• human capital is the capabilities of the individuals required to provide solutions to customers
  • what people must know to serve customers and benefit themselves [93]
    • competency models, or maps to career paths [94]
      • what customers expect from us
    • False correlation of learning with training is one of the most common mistakes [94]
      • employees must define their own knowledge-gaining actions [94]
    • learning happens best in groups: community of practice [95]
      • these achieve knowledge transfer and innovation [97]
        • need to avoid barriers to learning in these groups [98]
  • structural capital is the labs, information systems, corporate intelligence, knowledge of distribution channels and management skills of a company
    • it is the knowledge that doesn’t go home at night [108]
    • it is the strategy and culture, structures and systems, routines and procedures [109]
    • created through continuous recycling and creative utilization of shared knowledge and experience [110]
      • an encoded in-house Yellow Pages [115]
        • maps to locate in whose heads knowledge resides
        • a file of “lessons-learned” [116]
        • keeps the best people on the leading edge and passes their knowledge-gaining to all [124] [132]
      • What do we know and where is it stored?
  • customer capital is the value of the relationships with your customers: the depth(penetration), width (coverage) and attachment (loyalty) of your customers [77]
    • maps of buyer/seller relationships [160]
  • A sample model for learning culture [80]
  • The marginal value of investing in people is approximate three times higher than investing in machinery (85)
    • distinguish between paying people and investing in them
  • “Work out” program:
    • “town meetings” to glean from employees ways to simplify, eliminate the unnecessary
  • Human capital is easily dissipated: it needs to be massed and concentrated and galvanized in the context of action [89]
  • Four quadrant analysis of workforce [90]:
INFORMATE: difficult to replace, low value-added CAPITALIZE: difficult to replace, high value-added
AUTOMATE: easy to replace, low value-added DIFFERENTIATE, or OUT-SOURCE: easy to replace, high value-added
  • human capital is the upper right quadrant
  • four quadrants require different strategies: informate, automate, outsource, capitalize [91]
    • Informate means to change something to add more value
    • Outsourcing removes need to invest in something that isn’t proprietary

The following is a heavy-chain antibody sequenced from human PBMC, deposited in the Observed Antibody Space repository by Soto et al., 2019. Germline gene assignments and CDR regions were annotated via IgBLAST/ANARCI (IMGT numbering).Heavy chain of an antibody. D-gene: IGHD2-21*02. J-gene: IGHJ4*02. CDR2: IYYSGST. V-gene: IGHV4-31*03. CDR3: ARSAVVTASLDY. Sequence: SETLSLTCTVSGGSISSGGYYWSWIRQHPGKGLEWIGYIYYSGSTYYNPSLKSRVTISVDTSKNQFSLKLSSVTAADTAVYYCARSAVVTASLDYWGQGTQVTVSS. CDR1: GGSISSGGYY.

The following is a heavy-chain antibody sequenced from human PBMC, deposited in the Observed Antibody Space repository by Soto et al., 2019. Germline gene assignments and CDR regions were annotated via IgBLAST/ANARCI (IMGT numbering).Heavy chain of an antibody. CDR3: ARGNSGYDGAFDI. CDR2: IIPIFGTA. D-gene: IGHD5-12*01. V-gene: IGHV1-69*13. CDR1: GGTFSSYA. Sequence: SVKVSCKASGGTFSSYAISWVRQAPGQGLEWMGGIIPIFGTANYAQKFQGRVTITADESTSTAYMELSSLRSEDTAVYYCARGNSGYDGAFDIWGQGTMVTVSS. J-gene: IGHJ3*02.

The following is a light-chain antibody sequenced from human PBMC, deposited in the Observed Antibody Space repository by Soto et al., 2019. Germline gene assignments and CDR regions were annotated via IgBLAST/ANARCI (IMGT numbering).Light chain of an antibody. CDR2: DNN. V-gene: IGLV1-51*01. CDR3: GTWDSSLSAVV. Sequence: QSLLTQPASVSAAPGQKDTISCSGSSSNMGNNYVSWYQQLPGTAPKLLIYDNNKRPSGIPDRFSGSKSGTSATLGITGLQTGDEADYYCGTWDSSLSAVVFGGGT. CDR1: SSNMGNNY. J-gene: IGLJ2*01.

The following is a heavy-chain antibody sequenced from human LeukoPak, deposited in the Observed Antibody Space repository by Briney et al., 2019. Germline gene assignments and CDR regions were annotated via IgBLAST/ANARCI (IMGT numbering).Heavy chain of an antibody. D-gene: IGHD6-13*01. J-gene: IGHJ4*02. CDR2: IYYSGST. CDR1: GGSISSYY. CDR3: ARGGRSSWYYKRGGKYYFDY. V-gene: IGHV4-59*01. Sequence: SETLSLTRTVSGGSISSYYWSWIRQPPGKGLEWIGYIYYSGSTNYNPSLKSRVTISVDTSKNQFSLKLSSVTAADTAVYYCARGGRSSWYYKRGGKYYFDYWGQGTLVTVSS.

• alternate is to differentiate
        • turn generic knowledge into proprietary knowledge [93]
  • Individuals acquire the human capital, but must be willing to cede this value to the company
    • requires a sense of cross ownership
      • companies should be membership communities which create the continuity and sense of belonging [101]
        • encourage informal groups
        • create trans-organizational communication
        • staff transfers across business units
        • commitment of resources [102]
  • Principle barrier to entry in an information industry is the ability to concentrate intellectual property [105]
  • Gainsharing: system of rewarding employees economically for attaining desired goals [105]
  • It is amazing how poorly companies organize information about their suppliers, customers and competitors [117]
  • Speed of inflow-mation: vertical org structure is the slowest [123]
  • The system of knowledge may be more valuable than the thing known [129] because things known lose their value as they become obsolete, but the systems for knowledge-gaining are always valuable
  • Knowledge classification grid (135)
EXPLICIT: knowledge that you know you have KNOWN GAPS: knowledge that you know you don’t have
TACIT: knowledge that you don’t know you have UNKNOWN GAPS: knowledge that you don’t know that you don’t have
  • Employee approach: “I do not expect that you will give me lifetime employment; therefore, what skills must I gather to make me valuable to my next employer?” [200]
  • Signals for employees to monitor their value-giving [201]
  • Vertical climbs may be passe: the new sign of success is the richness of your work’s content and the size of its impact [206]
  • Tools to measure quantitatively intellectual capital [226-41,45]
  • Graph of value-gaining from customer relationships [242]